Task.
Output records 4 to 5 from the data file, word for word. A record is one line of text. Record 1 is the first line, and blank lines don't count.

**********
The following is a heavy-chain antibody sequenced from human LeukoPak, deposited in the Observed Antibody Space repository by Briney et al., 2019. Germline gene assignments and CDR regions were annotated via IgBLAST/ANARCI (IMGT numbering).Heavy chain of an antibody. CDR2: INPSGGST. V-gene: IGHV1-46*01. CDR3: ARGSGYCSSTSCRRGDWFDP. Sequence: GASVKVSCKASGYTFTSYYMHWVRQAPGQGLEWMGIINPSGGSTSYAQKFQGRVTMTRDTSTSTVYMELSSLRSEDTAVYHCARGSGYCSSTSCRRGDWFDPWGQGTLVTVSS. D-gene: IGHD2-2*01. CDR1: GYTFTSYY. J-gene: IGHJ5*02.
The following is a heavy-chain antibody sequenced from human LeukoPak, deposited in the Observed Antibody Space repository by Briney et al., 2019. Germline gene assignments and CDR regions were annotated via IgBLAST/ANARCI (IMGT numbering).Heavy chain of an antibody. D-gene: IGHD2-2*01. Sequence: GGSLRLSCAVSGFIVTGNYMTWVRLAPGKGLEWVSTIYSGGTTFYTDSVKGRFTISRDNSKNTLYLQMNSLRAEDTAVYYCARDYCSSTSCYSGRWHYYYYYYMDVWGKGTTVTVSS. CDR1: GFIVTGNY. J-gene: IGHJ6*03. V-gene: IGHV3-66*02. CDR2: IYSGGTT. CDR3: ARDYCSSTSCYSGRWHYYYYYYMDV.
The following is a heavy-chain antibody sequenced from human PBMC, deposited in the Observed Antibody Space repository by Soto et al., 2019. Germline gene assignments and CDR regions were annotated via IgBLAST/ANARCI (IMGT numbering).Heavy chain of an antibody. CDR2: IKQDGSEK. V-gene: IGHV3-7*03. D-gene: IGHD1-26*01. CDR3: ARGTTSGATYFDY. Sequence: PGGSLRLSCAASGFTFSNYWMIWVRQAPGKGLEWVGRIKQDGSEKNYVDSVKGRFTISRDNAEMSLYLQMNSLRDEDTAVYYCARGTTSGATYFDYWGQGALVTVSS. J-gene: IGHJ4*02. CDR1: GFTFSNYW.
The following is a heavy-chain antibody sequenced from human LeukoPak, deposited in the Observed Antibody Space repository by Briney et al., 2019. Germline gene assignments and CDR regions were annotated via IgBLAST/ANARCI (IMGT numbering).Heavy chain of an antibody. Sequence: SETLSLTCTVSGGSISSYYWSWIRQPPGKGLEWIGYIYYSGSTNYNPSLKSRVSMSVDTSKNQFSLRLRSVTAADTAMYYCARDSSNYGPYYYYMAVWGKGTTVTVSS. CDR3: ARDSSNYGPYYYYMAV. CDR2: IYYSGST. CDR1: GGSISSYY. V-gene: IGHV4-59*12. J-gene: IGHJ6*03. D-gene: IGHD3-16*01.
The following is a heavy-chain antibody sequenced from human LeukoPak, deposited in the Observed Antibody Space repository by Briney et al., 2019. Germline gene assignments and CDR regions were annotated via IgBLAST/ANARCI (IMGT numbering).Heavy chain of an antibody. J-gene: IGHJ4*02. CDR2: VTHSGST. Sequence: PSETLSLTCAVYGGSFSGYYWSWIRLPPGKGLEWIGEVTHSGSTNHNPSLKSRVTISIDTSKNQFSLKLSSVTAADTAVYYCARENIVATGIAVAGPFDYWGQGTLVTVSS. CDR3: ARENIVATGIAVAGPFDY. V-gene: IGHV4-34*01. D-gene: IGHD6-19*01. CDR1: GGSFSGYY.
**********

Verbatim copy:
The following is a heavy-chain antibody sequenced from human LeukoPak, deposited in the Observed Antibody Space repository by Briney et al., 2019. Germline gene assignments and CDR regions were annotated via IgBLAST/ANARCI (IMGT numbering).Heavy chain of an antibody. Sequence: SETLSLTCTVSGGSISSYYWSWIRQPPGKGLEWIGYIYYSGSTNYNPSLKSRVSMSVDTSKNQFSLRLRSVTAADTAMYYCARDSSNYGPYYYYMAVWGKGTTVTVSS. CDR3: ARDSSNYGPYYYYMAV. CDR2: IYYSGST. CDR1: GGSISSYY. V-gene: IGHV4-59*12. J-gene: IGHJ6*03. D-gene: IGHD3-16*01.
The following is a heavy-chain antibody sequenced from human LeukoPak, deposited in the Observed Antibody Space repository by Briney et al., 2019. Germline gene assignments and CDR regions were annotated via IgBLAST/ANARCI (IMGT numbering).Heavy chain of an antibody. J-gene: IGHJ4*02. CDR2: VTHSGST. Sequence: PSETLSLTCAVYGGSFSGYYWSWIRLPPGKGLEWIGEVTHSGSTNHNPSLKSRVTISIDTSKNQFSLKLSSVTAADTAVYYCARENIVATGIAVAGPFDYWGQGTLVTVSS. CDR3: ARENIVATGIAVAGPFDY. V-gene: IGHV4-34*01. D-gene: IGHD6-19*01. CDR1: GGSFSGYY.